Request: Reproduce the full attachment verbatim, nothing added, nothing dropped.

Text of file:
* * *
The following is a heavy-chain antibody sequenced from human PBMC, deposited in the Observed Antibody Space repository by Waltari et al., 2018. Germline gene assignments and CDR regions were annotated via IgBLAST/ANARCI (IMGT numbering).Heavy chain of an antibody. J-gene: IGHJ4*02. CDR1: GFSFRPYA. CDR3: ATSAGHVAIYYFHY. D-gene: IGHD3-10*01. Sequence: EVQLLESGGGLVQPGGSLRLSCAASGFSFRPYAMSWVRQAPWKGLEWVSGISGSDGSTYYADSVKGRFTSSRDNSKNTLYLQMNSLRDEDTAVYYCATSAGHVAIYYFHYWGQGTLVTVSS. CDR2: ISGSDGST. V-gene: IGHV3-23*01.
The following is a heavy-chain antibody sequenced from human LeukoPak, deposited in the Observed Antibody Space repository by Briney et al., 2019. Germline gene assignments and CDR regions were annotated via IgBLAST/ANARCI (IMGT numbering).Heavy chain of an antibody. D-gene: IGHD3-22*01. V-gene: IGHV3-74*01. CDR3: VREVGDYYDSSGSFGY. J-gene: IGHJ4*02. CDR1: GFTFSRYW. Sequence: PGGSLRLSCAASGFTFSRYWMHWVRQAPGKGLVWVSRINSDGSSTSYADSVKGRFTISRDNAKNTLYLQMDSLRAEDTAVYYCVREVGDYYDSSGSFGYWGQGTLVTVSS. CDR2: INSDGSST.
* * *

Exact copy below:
The following is a heavy-chain antibody sequenced from human PBMC, deposited in the Observed Antibody Space repository by Waltari et al., 2018. Germline gene assignments and CDR regions were annotated via IgBLAST/ANARCI (IMGT numbering).Heavy chain of an antibody. J-gene: IGHJ4*02. CDR1: GFSFRPYA. CDR3: ATSAGHVAIYYFHY. D-gene: IGHD3-10*01. Sequence: EVQLLESGGGLVQPGGSLRLSCAASGFSFRPYAMSWVRQAPWKGLEWVSGISGSDGSTYYADSVKGRFTSSRDNSKNTLYLQMNSLRDEDTAVYYCATSAGHVAIYYFHYWGQGTLVTVSS. CDR2: ISGSDGST. V-gene: IGHV3-23*01.
The following is a heavy-chain antibody sequenced from human LeukoPak, deposited in the Observed Antibody Space repository by Briney et al., 2019. Germline gene assignments and CDR regions were annotated via IgBLAST/ANARCI (IMGT numbering).Heavy chain of an antibody. D-gene: IGHD3-22*01. V-gene: IGHV3-74*01. CDR3: VREVGDYYDSSGSFGY. J-gene: IGHJ4*02. CDR1: GFTFSRYW. Sequence: PGGSLRLSCAASGFTFSRYWMHWVRQAPGKGLVWVSRINSDGSSTSYADSVKGRFTISRDNAKNTLYLQMDSLRAEDTAVYYCVREVGDYYDSSGSFGYWGQGTLVTVSS. CDR2: INSDGSST.